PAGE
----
Solution: The client obtained new adaptors and each was fitted with a ½ inch ID brass olive fixed with superglue; this was then covered with a heat-shrink sleeve.Retaining the ability to modify the angle of the various pieces (rather than simply permanently fixing them together) ensures any future change in the client’s condition can be accommodated.
 Feb 13, 2015  Posted by at 12:20 Eating and Drinking Comments Off on Hfd 15/05/B Kings modular cutlery
Dec 292014

Client’s requirement

This referral came from an adult neurological physiotherapist for a 67 year-old paraplegic.

“Her main hobby is sewing but [following her accident] she is unable to use the foot pedal to control her sewing machine. Some people do use the foot pedal with their knee but she has no control of her legs from the waist down. We also considered using the foot pedal with her elbow but she needs two hands free to guide the material so this isn’t possible either”.


The standard ‘sip and puff’ method was chosen as the most appropriate control as it had the least impact on the user’s freedom of movement.  A device was made into which the sewing machine foot pedal is placed. A lever ‘squeezes’ the foot pedal when the user puffs (blows) into a tube and releases it when the user sips (sucks) on the tube. Only light pressure/suction is needed and the pedal remains in its last position when the user rests. An additional ‘stop’ button is provided which overrides all other controls.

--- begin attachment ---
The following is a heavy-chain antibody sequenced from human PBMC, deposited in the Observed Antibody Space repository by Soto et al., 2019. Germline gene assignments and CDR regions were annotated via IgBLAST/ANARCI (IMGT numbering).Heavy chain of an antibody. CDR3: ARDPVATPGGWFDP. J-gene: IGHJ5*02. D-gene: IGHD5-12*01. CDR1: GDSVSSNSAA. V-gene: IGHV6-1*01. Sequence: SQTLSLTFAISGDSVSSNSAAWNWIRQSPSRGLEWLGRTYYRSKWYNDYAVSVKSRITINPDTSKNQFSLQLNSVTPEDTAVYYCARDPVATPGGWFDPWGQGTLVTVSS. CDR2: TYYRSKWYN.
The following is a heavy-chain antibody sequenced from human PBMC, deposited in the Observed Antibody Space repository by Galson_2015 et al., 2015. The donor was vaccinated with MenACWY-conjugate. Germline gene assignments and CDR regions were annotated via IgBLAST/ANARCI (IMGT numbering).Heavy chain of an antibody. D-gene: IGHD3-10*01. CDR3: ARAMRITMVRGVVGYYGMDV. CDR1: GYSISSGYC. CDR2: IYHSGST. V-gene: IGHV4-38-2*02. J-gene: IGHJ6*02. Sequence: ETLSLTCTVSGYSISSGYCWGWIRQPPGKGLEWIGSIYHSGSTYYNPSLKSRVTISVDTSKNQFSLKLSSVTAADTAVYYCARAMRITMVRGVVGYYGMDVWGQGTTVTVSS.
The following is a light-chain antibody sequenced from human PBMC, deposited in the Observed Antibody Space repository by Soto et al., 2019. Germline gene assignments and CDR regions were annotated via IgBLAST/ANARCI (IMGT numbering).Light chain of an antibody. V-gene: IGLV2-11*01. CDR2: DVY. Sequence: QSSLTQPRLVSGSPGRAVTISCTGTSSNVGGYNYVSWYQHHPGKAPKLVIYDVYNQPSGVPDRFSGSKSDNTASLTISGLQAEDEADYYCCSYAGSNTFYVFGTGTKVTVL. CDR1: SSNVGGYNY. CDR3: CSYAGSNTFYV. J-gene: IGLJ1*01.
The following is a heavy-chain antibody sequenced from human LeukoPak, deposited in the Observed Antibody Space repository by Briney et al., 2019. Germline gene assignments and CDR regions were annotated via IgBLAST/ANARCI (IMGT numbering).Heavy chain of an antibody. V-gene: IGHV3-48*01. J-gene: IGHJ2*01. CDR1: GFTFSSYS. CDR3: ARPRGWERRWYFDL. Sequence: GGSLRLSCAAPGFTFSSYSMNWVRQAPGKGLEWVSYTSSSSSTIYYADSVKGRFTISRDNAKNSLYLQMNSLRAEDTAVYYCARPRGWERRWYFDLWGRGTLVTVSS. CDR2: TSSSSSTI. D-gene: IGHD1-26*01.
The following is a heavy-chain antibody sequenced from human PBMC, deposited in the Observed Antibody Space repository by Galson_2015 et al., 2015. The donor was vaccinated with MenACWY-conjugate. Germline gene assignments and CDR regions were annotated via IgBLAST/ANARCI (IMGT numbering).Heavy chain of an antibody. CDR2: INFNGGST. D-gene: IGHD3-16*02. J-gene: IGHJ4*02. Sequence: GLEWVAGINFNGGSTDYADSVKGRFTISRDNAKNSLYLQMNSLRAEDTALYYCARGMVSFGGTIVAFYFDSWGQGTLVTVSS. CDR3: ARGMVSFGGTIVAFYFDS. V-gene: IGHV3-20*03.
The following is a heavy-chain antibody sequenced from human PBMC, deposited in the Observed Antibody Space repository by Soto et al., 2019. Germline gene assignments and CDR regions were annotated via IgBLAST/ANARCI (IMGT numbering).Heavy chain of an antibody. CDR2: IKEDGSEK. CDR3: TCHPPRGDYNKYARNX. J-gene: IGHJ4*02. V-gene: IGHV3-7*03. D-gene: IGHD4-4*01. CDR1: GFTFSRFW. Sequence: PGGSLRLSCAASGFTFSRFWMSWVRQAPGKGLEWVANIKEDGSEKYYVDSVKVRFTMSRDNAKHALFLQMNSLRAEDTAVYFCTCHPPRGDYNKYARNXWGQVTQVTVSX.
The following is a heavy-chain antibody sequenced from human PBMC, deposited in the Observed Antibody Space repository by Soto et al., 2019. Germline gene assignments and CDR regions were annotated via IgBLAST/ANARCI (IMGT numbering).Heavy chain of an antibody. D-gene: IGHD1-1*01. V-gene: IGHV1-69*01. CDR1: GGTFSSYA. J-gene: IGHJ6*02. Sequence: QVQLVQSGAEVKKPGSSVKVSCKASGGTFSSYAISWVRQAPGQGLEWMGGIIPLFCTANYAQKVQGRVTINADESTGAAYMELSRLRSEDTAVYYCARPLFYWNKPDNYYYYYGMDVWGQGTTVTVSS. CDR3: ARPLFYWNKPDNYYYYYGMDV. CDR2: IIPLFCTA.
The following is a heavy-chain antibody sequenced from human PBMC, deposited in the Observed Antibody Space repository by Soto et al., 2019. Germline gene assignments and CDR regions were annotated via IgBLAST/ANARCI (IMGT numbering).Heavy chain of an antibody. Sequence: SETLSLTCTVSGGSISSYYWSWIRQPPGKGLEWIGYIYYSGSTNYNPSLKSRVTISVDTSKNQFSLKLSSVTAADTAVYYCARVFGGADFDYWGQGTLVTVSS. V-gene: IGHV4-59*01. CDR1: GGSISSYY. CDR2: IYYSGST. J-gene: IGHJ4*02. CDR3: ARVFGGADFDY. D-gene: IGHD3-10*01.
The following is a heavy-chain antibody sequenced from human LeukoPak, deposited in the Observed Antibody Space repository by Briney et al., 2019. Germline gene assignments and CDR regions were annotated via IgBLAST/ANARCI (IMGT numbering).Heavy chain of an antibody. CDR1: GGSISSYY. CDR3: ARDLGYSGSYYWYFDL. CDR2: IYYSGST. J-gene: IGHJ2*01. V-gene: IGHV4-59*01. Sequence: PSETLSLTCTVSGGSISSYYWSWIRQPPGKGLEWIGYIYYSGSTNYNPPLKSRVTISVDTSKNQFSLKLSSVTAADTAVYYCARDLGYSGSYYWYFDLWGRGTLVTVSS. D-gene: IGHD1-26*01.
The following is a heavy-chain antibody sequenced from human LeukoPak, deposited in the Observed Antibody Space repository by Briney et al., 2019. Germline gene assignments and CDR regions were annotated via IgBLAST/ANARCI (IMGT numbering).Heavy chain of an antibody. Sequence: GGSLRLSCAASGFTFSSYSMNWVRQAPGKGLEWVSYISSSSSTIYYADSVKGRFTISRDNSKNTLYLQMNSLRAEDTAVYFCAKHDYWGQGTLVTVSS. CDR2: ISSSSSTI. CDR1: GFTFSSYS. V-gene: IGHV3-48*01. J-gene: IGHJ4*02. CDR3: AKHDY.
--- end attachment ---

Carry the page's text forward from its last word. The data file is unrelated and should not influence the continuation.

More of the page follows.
The drive system consists of a 12 volt motor and epicyclic gearbox operating a lever through twin rubber belts. To allow for differing sizes of pedal, a spring-balanced torque reaction device senses when the pedal is fully compressed or fully relaxed and switches off the motor. There is a further friction clutch between the belts and lever to limit the actuating force in case of system failure.

general view     drive system     torque sensor
Fig 1 general view                                   Fig 2 drive system                               Fig 3 torque sensor


see the video (5 mins – opens in new window)

Benefits to the client

  • Fully hands-free operation as requested by client’s physiotherapist.
  • Restores client’s prime hobby activity.
  • The client had led an active life up until becoming paralysed through an accident and was now able to restore her self esteem and mental well-being through regaining a sense of achievement and purpose.